Southeast Asias historical connections with the Indian Ocean provide a case study par excellence of early globalization, archaic globalization, or simply globalization (cf. Abu-Lughod 1991
throughout this chapter, I use Island Southeast Asia and Maritime Southeast Asia interchangeably. I do not focus here on the mainland Southeast Asian sub-region
Figure 8.4.1). The regions incorporation into global exchange networks largely predates the rise of Western Europe as a world power, and has, as such, inspired those taking issue with Eurocentric tropes on globalization (cf. Frank 1998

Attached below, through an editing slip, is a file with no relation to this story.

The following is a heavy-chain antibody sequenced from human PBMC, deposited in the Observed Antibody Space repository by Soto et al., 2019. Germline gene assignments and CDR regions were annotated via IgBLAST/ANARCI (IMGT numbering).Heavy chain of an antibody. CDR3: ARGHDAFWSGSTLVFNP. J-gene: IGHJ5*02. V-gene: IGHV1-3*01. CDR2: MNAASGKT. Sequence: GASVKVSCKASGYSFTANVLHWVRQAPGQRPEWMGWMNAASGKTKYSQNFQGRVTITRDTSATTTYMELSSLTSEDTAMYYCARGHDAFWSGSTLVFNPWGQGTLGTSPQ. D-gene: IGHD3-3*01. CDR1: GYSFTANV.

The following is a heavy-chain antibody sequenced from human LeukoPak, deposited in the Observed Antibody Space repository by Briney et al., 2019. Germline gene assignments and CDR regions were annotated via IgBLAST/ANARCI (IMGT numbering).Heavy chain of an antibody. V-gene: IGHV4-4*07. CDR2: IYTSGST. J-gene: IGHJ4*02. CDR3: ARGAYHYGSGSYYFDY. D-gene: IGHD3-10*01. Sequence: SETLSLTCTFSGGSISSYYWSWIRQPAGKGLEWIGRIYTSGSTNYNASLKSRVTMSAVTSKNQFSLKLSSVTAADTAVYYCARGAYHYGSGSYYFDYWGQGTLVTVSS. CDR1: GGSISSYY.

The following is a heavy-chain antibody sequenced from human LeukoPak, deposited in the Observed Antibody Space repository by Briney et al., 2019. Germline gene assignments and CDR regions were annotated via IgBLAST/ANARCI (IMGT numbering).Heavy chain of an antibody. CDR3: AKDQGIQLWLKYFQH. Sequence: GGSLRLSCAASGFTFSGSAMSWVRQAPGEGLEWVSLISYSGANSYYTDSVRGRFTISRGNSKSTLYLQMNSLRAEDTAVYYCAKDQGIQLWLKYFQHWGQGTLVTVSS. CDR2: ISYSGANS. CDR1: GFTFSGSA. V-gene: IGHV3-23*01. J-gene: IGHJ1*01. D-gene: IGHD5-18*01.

Chew 2014). Maritime Southeast Asian globalization is an a posteriori concept
the regions past, as this chapter demonstrates, was shaped by indigenous networks of exchange that eventually toppled over into trans-Asiatic and ultimately global spheres of interaction. These networks were global in the sense that they were not just macroscalar, but also brought about far-reaching cultural changes (Feinman this volume
Jennings this volume). Globalization as defined here need not necessarily be world-encompassing (Wallerstein 1974
Pitts and Versluys 2015
Knappett this volume).